Bilstein 5100 series shocks are adjustable, there are clips on the bottom part of the shock, with these you can set the clip to stock height, .85’’ of lift, 1.75’’ of lift, and 2.5’’ of lift, if these are used with the stock coils, it works the exact same as an in coil spacer, which remember, will have a negative effect on ride quality.
Now to fix this issue, we use a longer, non-progressive coil spring with the Bilstein 5100 shocks.
Longer non-progressive coil springs.
These coils are longer than the stock coils, for instance the Eibach coils alone provide 1.6’’ of lift. These are also non-progressive coils, meaning if they are compressed using the adjustability of the Bilstein shocks, ride quality won’t suffer like it would with stock coils.
Often, the Bilstein adjustable shock will be set at .85’’ of lift, with 1.6’’ lift Eibach coils, this will net you roughly 2.5’’ of lift. If you would like slightly more lift, you can buy a very small top plate spacer, MUCH smaller than the ones used as a lift kit.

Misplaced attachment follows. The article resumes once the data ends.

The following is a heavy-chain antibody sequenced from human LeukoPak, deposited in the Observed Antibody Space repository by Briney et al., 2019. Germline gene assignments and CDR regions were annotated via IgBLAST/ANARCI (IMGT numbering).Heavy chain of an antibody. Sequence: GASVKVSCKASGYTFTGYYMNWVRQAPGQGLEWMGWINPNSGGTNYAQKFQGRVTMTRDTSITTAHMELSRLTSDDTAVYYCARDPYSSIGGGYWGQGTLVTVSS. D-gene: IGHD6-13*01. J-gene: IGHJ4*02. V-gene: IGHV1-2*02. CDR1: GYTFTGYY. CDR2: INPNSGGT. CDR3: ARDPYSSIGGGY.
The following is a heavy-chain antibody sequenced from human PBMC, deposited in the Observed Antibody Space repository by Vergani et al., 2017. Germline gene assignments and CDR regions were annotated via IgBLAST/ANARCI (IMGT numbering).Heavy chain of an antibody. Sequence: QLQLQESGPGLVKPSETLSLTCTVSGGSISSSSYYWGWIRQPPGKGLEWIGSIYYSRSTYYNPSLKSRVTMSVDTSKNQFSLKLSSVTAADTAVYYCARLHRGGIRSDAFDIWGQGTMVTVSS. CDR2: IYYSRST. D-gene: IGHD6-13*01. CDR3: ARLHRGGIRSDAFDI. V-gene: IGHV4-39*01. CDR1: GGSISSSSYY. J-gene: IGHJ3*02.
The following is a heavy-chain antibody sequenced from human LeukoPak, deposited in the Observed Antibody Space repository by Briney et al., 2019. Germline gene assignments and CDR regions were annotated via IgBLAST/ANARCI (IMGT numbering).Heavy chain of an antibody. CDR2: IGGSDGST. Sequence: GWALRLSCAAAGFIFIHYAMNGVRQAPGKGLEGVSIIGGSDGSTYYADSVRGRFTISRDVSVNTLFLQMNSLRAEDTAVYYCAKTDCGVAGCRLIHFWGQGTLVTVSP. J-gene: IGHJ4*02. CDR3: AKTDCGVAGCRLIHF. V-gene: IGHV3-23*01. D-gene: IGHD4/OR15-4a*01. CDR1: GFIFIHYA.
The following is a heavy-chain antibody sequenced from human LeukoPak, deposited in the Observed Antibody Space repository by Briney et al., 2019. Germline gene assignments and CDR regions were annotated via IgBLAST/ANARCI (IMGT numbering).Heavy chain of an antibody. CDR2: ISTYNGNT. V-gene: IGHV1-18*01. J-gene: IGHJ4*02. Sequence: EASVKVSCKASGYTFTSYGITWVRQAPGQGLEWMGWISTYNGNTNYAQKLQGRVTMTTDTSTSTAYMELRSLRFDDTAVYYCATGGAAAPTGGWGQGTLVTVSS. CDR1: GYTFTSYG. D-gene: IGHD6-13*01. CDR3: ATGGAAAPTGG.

These will be in the ¼’’ to ½’’ range.
Commonly the Tacoma has a slight lean to the left, as that is where the battery, driver, and gas tank are located. To compensate, you can use a smaller spacer on the pass side than the driver’s side. If you are happy with the 2.5’’ of lift you have, then you can add a small spacer to the drivers side to level the truck.
Tip: Old Man Emu (OME) is also a great option for lifting the truck, they have different coil springs for different applications, that are made to work with their shocks. Some people prefer the Old Man Emu lift over bilstein/eibach lift, and vice versa, both lifts would fit into the same category.
These are a better option than the in coil spacer and top spacer, because you won’t lose suspension travel, and you won’t risk damaging a shock due to bottoming out.
Next is pre assembled coil overs. These are the best option in lifting a Tacoma, and gaining suspension performance, they can be adjusted with a “spanner wrench” while on the truck. These use very high end shocks and coils, and can be adjusted much more precisely than the Bilstein 5100 shocks, that means you can set the drivers side to compensate for the Tacoma lean, and you can set the lift height wherever you want. These coilovers will outperform the other options because they often use a larger shock body, and even a remote reservoir, this helps keep the oil inside the shock cool, and performing it’s best when being used hard.
These coilovers can also be valved to your specific needs, based on intended use and desired ride performance. These are the best, and of course the most expensive way of lifting your Tacoma.